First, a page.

Northern Ireland

Justice Minister: No blame game over Donagh abuse case

James McDermott and Owen-Roe McDermott
Image caption The McDermott brothers were deemed mentally unfit to stand trial

Justice Minister David Ford has said he does not accept that there has been a blame game over the Donagh child sex abuse case.

It follows controversy over how James and Owen Roe McDermott were allowed to return home to the village.

Mr Ford told the Assembly that both the Departments of Health and Justice were working together to clarify a highly complicated situation.

The health minister has announced a review of the McDermott brothers' case.

Michael McGimpsey said the review would be conducted by the Health and Social Care Board.

It follows Mr Ford's annoucement on Monday that there would be an official inquiry into how cases involving sex offenders are dealt with in Northern Ireland.

Both ministers were questioned about their departments' handling of the case at the Assembly on Tuesday.

Mr Ford said the issue was being taken "as seriously as it could be within the Department of Justice".

He said administrative errors made within Courts and Tribunals Service had "led to a degree of confusion" and added to the suffering of the McDermott brothers' victims.

The justice minister said he hoped Assembly members would be reassured by the announcement of the official inquiry, together with internal investigations within the Courts and Tribunals Service, and the work done in relation to staff training and improving proceedures.

He said the external, detailed examination by the Chief Inspector of Criminal Justice was an indication of how seriously his department was taking the matter.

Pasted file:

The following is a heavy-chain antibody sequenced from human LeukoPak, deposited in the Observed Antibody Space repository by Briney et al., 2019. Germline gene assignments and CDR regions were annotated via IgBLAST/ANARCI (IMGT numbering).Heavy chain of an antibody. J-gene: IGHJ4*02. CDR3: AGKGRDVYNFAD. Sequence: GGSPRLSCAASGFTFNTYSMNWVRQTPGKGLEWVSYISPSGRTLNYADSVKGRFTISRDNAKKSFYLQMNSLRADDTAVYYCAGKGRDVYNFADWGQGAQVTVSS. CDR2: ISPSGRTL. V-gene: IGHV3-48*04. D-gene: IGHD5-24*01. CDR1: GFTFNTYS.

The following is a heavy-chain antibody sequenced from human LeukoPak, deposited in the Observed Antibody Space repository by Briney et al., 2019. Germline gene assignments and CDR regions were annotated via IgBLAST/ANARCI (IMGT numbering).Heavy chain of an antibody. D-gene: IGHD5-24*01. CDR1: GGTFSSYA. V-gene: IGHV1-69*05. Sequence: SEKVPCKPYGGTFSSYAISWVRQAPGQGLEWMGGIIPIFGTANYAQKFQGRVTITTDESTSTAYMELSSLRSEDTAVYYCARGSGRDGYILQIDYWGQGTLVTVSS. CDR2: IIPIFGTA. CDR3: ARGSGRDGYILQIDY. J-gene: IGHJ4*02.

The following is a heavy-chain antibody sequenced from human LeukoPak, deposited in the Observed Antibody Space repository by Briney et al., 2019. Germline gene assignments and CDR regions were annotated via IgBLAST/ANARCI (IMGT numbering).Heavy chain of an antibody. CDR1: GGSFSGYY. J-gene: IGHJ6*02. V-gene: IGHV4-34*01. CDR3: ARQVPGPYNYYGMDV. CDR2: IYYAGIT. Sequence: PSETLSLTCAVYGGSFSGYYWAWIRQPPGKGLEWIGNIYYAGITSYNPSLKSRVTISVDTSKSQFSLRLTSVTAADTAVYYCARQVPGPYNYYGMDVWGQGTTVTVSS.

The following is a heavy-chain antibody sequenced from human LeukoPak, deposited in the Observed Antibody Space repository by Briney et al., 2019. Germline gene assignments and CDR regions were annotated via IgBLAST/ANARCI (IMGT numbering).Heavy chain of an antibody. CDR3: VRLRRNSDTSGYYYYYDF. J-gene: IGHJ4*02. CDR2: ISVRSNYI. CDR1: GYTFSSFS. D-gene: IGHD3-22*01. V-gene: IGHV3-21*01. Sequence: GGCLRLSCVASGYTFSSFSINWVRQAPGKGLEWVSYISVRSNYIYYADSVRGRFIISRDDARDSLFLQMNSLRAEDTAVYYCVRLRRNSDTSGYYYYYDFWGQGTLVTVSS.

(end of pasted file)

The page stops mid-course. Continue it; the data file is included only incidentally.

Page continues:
Mr Ford said work was under way "on an urgent basis" and the external report was due at the end of October.

"Any recommendation will be put into place as fast as can be done," he told the Assembly.

James and Owen Roe McDermott were two of four brothers involved in what one judge described as a "tidal wave of abuse" in the County Fermanagh village, stretching back over a 30-year period.

In June, the pair were deemed mentally unfit to stand trial and returned to live in Donagh.

Following objections from their victims and concerned residents, the brothers admitted themselves to hospital for treatment.

However, questions have been raised over how their case was handled by the Justice Department and staff from the Western Health and Social Care Trust.

Last week, the chair of the Assembly's Justice Committee Lord Morrow said the Donagh case was "becoming a search to find someone on whom to label blame".

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